Capturing all the complexity and grand themes of the original, this prequel to the Dune series weaves a new tapestry of betrayal, passion, and destiny into a saga that expands the tale written by Frank Herbert more than 30 years ago.
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©2001 Brian Herbert & Kevin J. Anderson; (P)2009 Tantor
"Dune: House Atreides chronicles the early life of Leto Atreides, prince of a minor House in the galactic Imperium. Leto comes to confront the realities of power when House Vernius is betrayed in an imperial plot involving a quest for an artificial substitute to melange, a substance vital to interstellar trade that is found only on the planet Dune. Meanwhile, House Harkonnen schemes to bring Leto into conflict with the Tleilax, and the Bene Gesserit manipulate Baron Harkonnen as part of a plan stretching back 100 generations. In the Imperial palace, treason is afoot, and on Dune itself, planetologist Pardot Kynes embarks on a secret project to transform the desert world into a paradise." (Amazon.com review)
"Though the plot here is intricate, even readers new to the saga will be able to follow it easily (minute repetitions of important points help immensely), as the narrative weaves among the many interconnected tales. The attendant excitement and myriad revelations not only make this novel a terrific read in its own right but will inspire readers to turn, or return, to its great predecessor." (Publishers Weekly)
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This is an excellent book, excellent, series, excellent prequel. If you loved Dune, you will love this series. If you tried to read Dune, but found it too complicated, than start here. The entire complex worlds and societies, created by Frank Herbert, are made easy to understand through these stories. The people, the worlds, the politics are deeply described in exciting detail. I normally hate politics of made up worlds, but this is so interesting, exciting and even possible, that I get got up in the intrigue, back stabbing, plans within plans, and brutality.
It would take pages and pages to describe all the unique characteristics of this universe, let's just glance over it slightly. First, atomics and thinking machines have been banned in the universe, due to the destruction they caused in the past. This has caused mankind too to come up with ways to accomplished things by mutating man. The Bene Gesserits are a sisterhood of women disguised as a religious order, who have developed telepathy, and have increased their power through a strict breeding program. The Mentats are humans who have developed their brains to be complex computers. The Navigators have mutated their bodies to be unrecognizable as human, but through their minds they fold space and make space travel possible. All of these sects relay on spice or mélange in order to achieve these changes. Melange can only be found on one planet, Dune or Arrakis. an inhospitable planet where it never rains. Dune is populated by a hard group of people called the Freeman. Then there are the planets, besides Dune, there is a planet where everyone lives underground, an industrial planet that is covered with so much smog it is always dark and more.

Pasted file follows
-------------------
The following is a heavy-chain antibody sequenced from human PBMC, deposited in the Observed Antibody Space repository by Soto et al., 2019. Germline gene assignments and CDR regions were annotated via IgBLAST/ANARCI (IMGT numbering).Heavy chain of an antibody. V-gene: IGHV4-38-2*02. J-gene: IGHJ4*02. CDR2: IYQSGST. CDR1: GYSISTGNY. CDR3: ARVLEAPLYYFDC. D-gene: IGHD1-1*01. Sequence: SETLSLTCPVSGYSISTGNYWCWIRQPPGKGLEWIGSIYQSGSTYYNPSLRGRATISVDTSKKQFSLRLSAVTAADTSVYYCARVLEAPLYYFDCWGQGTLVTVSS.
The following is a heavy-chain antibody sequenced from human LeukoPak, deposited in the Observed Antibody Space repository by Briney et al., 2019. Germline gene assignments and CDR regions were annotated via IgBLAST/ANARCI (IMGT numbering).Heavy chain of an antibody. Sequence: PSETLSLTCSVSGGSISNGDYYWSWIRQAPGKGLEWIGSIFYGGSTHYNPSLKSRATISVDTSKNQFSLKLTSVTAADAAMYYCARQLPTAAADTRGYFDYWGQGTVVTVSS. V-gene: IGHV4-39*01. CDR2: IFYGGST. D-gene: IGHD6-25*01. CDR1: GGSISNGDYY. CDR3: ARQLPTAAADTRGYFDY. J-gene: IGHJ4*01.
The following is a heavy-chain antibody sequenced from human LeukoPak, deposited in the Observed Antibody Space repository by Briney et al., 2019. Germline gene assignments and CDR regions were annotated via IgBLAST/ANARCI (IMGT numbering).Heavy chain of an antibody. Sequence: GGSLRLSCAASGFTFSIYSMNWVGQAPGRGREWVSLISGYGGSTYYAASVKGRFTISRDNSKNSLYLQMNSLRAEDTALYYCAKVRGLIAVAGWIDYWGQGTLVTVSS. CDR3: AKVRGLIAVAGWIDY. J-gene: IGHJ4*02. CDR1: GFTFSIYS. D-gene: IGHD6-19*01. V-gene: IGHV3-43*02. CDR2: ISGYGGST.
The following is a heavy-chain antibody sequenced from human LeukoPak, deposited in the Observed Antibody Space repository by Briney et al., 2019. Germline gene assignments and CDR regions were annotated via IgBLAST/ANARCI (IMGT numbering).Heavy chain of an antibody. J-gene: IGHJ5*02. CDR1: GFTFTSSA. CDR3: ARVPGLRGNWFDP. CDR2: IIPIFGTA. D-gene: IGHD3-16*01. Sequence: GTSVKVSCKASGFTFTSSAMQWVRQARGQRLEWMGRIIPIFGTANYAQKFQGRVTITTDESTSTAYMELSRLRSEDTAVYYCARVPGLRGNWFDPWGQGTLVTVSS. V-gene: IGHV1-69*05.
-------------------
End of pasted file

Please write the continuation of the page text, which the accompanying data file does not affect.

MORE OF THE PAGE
I just can't explain it all here, you have to read it yourself. I will also mention that I am not a fan of Brick, but even he can not ruin this book.
So utterly syllogistic in tone and thematic substance to the original novels, I pray you take your time to enjoy his story well. There's only one first time.
Learning about plans within plans before Paul makes for a much different reading of Dune.
I actually am only 16 hours in so far but I've enjoyed every minute of this book. from the diverse characters to the superb narrarator. the whole thing so far has been really captivating. my first dune book but certainly not my last.
Hi, I am a retired Master Sargent USAF & R.I. air guard. I love sifi, & true crime, & military history, & autobiographers, & English Lit,
This book held up very well, It makes me want to read the other book of doon, and I know I will.
I started listening with the Butlerian Jihad and have really enjoyed the performance throughout each series. Thanks to Brian and Kevin for weaving intricate schemes and threads of adventure in the Dune Universe. Following the maturity of Duke Leto in this book, even as the developments of houses Harkonnen and Corino lead to the events in Dune are a joy to.listen to.
Not as compelling as the original. I'll listen to the rest of this prequel trilogy, and I'll enjoy it, I'm sure. It just lacks the magic of the original Dune. Scott Brick is an oak, as always.
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